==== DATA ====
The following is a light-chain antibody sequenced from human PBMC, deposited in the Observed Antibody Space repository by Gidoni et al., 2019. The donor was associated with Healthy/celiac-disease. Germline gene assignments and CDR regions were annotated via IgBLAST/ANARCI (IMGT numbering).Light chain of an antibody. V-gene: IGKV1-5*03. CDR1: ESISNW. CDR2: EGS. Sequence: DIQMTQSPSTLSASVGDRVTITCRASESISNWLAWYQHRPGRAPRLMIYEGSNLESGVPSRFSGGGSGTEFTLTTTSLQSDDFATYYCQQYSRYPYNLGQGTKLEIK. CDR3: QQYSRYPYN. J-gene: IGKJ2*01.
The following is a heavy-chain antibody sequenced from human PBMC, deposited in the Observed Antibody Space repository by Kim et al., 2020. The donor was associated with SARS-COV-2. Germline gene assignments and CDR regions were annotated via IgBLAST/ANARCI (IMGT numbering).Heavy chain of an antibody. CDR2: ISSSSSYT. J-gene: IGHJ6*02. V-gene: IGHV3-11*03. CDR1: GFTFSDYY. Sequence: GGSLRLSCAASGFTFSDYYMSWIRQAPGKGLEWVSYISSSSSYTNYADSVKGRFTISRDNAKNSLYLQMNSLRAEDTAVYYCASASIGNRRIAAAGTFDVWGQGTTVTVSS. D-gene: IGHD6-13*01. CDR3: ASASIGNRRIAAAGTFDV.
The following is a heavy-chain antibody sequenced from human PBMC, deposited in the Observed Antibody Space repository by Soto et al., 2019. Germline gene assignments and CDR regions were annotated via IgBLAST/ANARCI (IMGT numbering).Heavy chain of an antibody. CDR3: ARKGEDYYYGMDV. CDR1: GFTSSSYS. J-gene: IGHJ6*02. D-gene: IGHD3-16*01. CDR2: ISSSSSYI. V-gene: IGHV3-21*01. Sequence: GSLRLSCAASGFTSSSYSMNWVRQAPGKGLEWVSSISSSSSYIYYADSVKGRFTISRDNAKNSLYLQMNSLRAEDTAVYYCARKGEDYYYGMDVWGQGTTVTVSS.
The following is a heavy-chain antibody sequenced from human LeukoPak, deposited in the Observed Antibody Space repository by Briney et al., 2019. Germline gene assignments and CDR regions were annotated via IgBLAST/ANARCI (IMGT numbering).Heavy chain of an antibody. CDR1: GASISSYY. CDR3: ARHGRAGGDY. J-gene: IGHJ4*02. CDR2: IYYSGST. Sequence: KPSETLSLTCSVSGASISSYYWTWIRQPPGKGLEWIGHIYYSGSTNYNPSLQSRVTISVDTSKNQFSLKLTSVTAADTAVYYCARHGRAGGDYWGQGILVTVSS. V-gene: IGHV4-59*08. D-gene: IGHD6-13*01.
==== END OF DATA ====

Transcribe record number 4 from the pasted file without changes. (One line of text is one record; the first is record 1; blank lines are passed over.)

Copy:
The following is a heavy-chain antibody sequenced from human LeukoPak, deposited in the Observed Antibody Space repository by Briney et al., 2019. Germline gene assignments and CDR regions were annotated via IgBLAST/ANARCI (IMGT numbering).Heavy chain of an antibody. CDR1: GASISSYY. CDR3: ARHGRAGGDY. J-gene: IGHJ4*02. CDR2: IYYSGST. Sequence: KPSETLSLTCSVSGASISSYYWTWIRQPPGKGLEWIGHIYYSGSTNYNPSLQSRVTISVDTSKNQFSLKLTSVTAADTAVYYCARHGRAGGDYWGQGILVTVSS. V-gene: IGHV4-59*08. D-gene: IGHD6-13*01.